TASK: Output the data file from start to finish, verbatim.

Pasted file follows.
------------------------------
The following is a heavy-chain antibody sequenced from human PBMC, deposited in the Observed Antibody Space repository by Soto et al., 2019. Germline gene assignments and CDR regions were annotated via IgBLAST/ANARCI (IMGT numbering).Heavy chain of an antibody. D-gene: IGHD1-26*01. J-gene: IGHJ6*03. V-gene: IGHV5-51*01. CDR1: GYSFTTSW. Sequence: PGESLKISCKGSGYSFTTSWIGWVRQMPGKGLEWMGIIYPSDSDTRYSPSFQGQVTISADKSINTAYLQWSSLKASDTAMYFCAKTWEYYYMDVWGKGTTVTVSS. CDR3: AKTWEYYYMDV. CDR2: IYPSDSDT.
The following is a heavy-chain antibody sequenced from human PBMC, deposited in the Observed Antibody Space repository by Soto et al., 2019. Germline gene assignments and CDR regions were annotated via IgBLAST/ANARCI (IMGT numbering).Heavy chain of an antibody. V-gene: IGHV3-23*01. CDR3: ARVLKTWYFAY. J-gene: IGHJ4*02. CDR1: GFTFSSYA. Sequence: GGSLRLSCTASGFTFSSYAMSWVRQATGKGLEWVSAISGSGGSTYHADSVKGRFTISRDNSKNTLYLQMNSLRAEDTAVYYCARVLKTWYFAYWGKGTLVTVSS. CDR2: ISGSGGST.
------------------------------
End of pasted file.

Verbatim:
The following is a heavy-chain antibody sequenced from human PBMC, deposited in the Observed Antibody Space repository by Soto et al., 2019. Germline gene assignments and CDR regions were annotated via IgBLAST/ANARCI (IMGT numbering).Heavy chain of an antibody. D-gene: IGHD1-26*01. J-gene: IGHJ6*03. V-gene: IGHV5-51*01. CDR1: GYSFTTSW. Sequence: PGESLKISCKGSGYSFTTSWIGWVRQMPGKGLEWMGIIYPSDSDTRYSPSFQGQVTISADKSINTAYLQWSSLKASDTAMYFCAKTWEYYYMDVWGKGTTVTVSS. CDR3: AKTWEYYYMDV. CDR2: IYPSDSDT.
The following is a heavy-chain antibody sequenced from human PBMC, deposited in the Observed Antibody Space repository by Soto et al., 2019. Germline gene assignments and CDR regions were annotated via IgBLAST/ANARCI (IMGT numbering).Heavy chain of an antibody. V-gene: IGHV3-23*01. CDR3: ARVLKTWYFAY. J-gene: IGHJ4*02. CDR1: GFTFSSYA. Sequence: GGSLRLSCTASGFTFSSYAMSWVRQATGKGLEWVSAISGSGGSTYHADSVKGRFTISRDNSKNTLYLQMNSLRAEDTAVYYCARVLKTWYFAYWGKGTLVTVSS. CDR2: ISGSGGST.